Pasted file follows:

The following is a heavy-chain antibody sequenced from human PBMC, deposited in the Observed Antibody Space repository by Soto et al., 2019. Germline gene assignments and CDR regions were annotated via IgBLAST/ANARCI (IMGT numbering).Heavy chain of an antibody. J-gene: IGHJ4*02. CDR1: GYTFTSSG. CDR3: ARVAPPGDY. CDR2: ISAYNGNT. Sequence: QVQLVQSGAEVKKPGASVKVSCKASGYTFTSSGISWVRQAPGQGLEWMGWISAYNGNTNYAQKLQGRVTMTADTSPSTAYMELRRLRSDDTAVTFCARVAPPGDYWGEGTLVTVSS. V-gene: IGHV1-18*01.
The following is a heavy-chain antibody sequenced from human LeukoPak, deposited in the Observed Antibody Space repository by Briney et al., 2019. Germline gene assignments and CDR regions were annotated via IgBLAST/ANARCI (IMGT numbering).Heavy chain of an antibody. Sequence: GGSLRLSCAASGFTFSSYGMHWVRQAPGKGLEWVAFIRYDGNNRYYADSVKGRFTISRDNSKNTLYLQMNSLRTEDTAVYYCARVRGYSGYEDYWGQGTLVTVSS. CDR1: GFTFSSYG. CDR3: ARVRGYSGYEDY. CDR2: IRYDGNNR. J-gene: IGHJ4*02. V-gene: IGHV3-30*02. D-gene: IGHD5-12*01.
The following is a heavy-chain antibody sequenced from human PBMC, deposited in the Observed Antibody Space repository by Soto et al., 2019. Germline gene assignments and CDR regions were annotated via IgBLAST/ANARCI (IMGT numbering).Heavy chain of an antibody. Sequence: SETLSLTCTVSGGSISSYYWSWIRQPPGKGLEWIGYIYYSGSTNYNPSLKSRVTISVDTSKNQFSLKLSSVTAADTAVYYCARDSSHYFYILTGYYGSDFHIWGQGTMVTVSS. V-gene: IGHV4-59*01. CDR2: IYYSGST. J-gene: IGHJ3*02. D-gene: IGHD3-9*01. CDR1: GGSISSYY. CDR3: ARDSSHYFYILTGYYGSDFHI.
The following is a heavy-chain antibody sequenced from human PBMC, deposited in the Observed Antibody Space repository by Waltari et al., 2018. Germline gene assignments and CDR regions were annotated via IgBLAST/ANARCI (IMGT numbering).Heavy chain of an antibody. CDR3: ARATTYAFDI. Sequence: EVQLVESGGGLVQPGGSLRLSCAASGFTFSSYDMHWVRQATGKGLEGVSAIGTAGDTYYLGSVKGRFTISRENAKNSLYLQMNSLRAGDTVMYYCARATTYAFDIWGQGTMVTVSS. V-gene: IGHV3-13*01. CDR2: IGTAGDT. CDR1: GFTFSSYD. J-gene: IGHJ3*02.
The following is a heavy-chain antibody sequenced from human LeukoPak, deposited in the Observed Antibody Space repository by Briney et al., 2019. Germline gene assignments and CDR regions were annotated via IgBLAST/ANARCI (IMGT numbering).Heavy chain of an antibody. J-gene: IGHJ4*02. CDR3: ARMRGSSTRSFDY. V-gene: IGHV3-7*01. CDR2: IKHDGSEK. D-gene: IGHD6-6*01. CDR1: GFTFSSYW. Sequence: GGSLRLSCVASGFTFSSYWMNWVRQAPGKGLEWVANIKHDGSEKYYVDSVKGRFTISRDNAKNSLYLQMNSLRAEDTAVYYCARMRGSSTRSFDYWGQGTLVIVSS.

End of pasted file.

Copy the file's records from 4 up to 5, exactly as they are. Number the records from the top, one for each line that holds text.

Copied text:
The following is a heavy-chain antibody sequenced from human PBMC, deposited in the Observed Antibody Space repository by Waltari et al., 2018. Germline gene assignments and CDR regions were annotated via IgBLAST/ANARCI (IMGT numbering).Heavy chain of an antibody. CDR3: ARATTYAFDI. Sequence: EVQLVESGGGLVQPGGSLRLSCAASGFTFSSYDMHWVRQATGKGLEGVSAIGTAGDTYYLGSVKGRFTISRENAKNSLYLQMNSLRAGDTVMYYCARATTYAFDIWGQGTMVTVSS. V-gene: IGHV3-13*01. CDR2: IGTAGDT. CDR1: GFTFSSYD. J-gene: IGHJ3*02.
The following is a heavy-chain antibody sequenced from human LeukoPak, deposited in the Observed Antibody Space repository by Briney et al., 2019. Germline gene assignments and CDR regions were annotated via IgBLAST/ANARCI (IMGT numbering).Heavy chain of an antibody. J-gene: IGHJ4*02. CDR3: ARMRGSSTRSFDY. V-gene: IGHV3-7*01. CDR2: IKHDGSEK. D-gene: IGHD6-6*01. CDR1: GFTFSSYW. Sequence: GGSLRLSCVASGFTFSSYWMNWVRQAPGKGLEWVANIKHDGSEKYYVDSVKGRFTISRDNAKNSLYLQMNSLRAEDTAVYYCARMRGSSTRSFDYWGQGTLVIVSS.